By Julie Wright
My tenth grade English teacher began the school year with this declaration, "Real writers write in pen, because they're good enough the first time; they don't need to erase."
I actually wrote the quote down and for several years chanted this mantra as my own.
This was the same English teacher who told me I'd never be published, so why I'm running about quoting the man is a mystery.
Several writing workshops and reliable school of hard knocks lessons later, I found that the teacher was wrong about both of us--erasers and me.
I did get published (sadly, he died by the time I had a book in hand; I didn't even get to gloat . . . sigh)
And real writers do erase.
The revision process is what keeps real writers from looking stupid in front of the general public when a book is released. It is where we fine tune, rethink, and make clear.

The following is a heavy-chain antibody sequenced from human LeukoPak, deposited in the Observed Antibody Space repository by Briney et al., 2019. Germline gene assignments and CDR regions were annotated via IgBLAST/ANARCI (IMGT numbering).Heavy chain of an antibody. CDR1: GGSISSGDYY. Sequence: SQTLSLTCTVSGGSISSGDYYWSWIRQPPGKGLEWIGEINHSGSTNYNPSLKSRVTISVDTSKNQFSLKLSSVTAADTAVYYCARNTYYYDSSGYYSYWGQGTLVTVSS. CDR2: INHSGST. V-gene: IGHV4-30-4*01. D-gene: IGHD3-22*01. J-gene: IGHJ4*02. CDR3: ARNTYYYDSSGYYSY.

Gone are the days when editors mold young writer potential into publishable literature. If your manuscript needs too much work, regardless of the plot brilliance and the perfection of characterization, they will send you back your SASE with a form rejection.
Make sure to workshop your manuscript through people you trust. Make sure to be caught up on latest industry requirements for submission, Never turn in a first draft. Don't be so immovable (arrogant) in your writing that you aren't willing to make changes or listen to suggestions. And don't be afraid to "kill your darlings" as Steven King so succintly said.
Basically, the point of this post is: never listen to tenth grade English teachers who look like leprechauns, and keep those erasers handy.